Sam Calagione, co-founder of Dogfish Head, also had to go to the Legislature to get the law changed when he and his wife Mariah opened their first venture, Dogfish Head Brewing and Eats in Rehoboth Beach. The brewpub is still the small batch incubator for the beers that are brewed and bottled at the brewery in Milton.

Thomas said those law changes and ones that have come since have paved the way for the new small batch brew pubs, breweries, vineyards and distilleries. Essentially, the shifts in state law positioned local business owners to be able to take advantage of the wave of interest in craft beers, wines and spirits.

“Delaware was ahead of the game,” he said.

Cindy Small, now with the University of Delaware’s Small Business Development Center, said she remember the day Sam Calagione walked into the old small business development center with his business plan for a craft brewery. She was executive director of Southern Delaware Tourism at the time and the two operations were in the same building.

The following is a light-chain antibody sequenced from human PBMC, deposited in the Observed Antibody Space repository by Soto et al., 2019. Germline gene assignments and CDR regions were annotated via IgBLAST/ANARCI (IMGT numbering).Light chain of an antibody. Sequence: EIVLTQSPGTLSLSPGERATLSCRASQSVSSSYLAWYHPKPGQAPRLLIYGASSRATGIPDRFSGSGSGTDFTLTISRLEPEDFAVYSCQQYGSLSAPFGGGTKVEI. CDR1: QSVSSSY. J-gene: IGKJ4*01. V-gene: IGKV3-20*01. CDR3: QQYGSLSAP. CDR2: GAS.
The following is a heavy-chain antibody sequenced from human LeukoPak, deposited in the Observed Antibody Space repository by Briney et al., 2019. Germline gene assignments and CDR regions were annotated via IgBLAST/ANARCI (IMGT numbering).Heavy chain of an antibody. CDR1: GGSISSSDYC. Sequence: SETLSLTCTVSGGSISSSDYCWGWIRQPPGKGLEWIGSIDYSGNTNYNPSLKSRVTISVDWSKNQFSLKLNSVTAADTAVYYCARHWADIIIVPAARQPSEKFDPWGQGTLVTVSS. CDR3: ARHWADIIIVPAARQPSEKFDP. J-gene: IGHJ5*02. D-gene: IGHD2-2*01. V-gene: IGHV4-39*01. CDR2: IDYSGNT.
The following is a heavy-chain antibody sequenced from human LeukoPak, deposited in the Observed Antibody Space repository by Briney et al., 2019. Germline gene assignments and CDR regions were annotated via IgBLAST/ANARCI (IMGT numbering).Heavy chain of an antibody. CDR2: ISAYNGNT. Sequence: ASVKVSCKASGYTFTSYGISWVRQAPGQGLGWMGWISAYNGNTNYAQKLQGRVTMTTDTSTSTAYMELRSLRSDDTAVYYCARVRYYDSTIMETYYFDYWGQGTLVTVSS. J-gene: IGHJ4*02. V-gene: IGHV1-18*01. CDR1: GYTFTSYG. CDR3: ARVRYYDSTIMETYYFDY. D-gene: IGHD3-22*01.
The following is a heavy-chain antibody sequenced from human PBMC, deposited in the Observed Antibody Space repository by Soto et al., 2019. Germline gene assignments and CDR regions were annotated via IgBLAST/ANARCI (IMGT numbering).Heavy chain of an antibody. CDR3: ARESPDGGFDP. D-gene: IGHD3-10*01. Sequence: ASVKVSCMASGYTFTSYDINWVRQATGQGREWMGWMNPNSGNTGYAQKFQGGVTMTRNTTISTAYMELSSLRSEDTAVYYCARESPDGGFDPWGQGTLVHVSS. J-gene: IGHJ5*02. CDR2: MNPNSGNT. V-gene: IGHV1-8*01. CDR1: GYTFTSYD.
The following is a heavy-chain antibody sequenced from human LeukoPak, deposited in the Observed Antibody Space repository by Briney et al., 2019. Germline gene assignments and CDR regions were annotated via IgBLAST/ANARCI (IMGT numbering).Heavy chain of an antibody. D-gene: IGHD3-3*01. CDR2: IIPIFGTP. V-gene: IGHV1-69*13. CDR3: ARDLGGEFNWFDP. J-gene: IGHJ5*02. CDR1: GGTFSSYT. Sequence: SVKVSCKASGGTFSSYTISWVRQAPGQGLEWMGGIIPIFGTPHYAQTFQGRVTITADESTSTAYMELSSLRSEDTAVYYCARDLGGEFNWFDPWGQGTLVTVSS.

That day, she recalled meeting Calagione. Her take-away: “This is either going to be one of those things that is going to tank or it’s going to take off like gangbusters,” she recalled thinking.

Since then, “it’s just been an incredible growth,” she said. “There doesn’t seem like there’s going to be an end in sight. A few years later, Small landed at Kent County tourism. There, she developed both a self-guided tour for wine, beer and spirits operations in the county and a wine and beer festival.

There is, she said, a Dogfish Head effect.

“I call it the Walmart theory,” she said. “The more variety you can put on the shelf, the more people will come.”

It was a Thursday morning in Milton and at 10:30, the cars were already parking outside the Dogfish Head Brewery. A line of people waited by the door.

By 11, when the doors opened for the first 45-minute tour of the day, more than three dozen people were there.